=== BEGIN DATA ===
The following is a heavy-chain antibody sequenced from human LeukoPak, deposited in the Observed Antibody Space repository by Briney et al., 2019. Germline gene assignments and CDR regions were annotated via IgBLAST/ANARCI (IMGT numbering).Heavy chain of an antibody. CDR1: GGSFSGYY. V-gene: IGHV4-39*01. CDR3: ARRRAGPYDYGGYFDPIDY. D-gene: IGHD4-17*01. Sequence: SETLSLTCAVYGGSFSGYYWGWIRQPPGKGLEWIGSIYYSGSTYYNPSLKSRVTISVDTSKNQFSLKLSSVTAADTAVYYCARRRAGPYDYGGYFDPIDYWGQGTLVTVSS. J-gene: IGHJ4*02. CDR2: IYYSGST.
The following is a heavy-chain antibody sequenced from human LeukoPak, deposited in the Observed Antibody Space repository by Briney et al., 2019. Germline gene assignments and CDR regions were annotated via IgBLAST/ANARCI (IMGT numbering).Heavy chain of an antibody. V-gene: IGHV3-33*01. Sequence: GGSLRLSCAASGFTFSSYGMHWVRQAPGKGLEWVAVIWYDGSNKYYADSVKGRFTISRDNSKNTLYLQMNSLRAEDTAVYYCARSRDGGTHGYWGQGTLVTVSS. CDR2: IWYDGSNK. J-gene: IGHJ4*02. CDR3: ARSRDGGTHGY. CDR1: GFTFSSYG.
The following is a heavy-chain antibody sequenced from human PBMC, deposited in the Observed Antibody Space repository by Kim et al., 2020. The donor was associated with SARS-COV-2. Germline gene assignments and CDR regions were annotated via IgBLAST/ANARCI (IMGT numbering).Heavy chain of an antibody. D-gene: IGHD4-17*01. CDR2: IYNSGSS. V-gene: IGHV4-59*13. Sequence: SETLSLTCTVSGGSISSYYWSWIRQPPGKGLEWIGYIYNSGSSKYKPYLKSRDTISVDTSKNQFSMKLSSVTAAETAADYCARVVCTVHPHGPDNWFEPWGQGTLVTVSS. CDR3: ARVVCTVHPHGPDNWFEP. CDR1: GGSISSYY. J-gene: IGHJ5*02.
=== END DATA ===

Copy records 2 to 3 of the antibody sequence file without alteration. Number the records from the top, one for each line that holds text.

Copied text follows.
The following is a heavy-chain antibody sequenced from human LeukoPak, deposited in the Observed Antibody Space repository by Briney et al., 2019. Germline gene assignments and CDR regions were annotated via IgBLAST/ANARCI (IMGT numbering).Heavy chain of an antibody. V-gene: IGHV3-33*01. Sequence: GGSLRLSCAASGFTFSSYGMHWVRQAPGKGLEWVAVIWYDGSNKYYADSVKGRFTISRDNSKNTLYLQMNSLRAEDTAVYYCARSRDGGTHGYWGQGTLVTVSS. CDR2: IWYDGSNK. J-gene: IGHJ4*02. CDR3: ARSRDGGTHGY. CDR1: GFTFSSYG.
The following is a heavy-chain antibody sequenced from human PBMC, deposited in the Observed Antibody Space repository by Kim et al., 2020. The donor was associated with SARS-COV-2. Germline gene assignments and CDR regions were annotated via IgBLAST/ANARCI (IMGT numbering).Heavy chain of an antibody. D-gene: IGHD4-17*01. CDR2: IYNSGSS. V-gene: IGHV4-59*13. Sequence: SETLSLTCTVSGGSISSYYWSWIRQPPGKGLEWIGYIYNSGSSKYKPYLKSRDTISVDTSKNQFSMKLSSVTAAETAADYCARVVCTVHPHGPDNWFEPWGQGTLVTVSS. CDR3: ARVVCTVHPHGPDNWFEP. CDR1: GGSISSYY. J-gene: IGHJ5*02.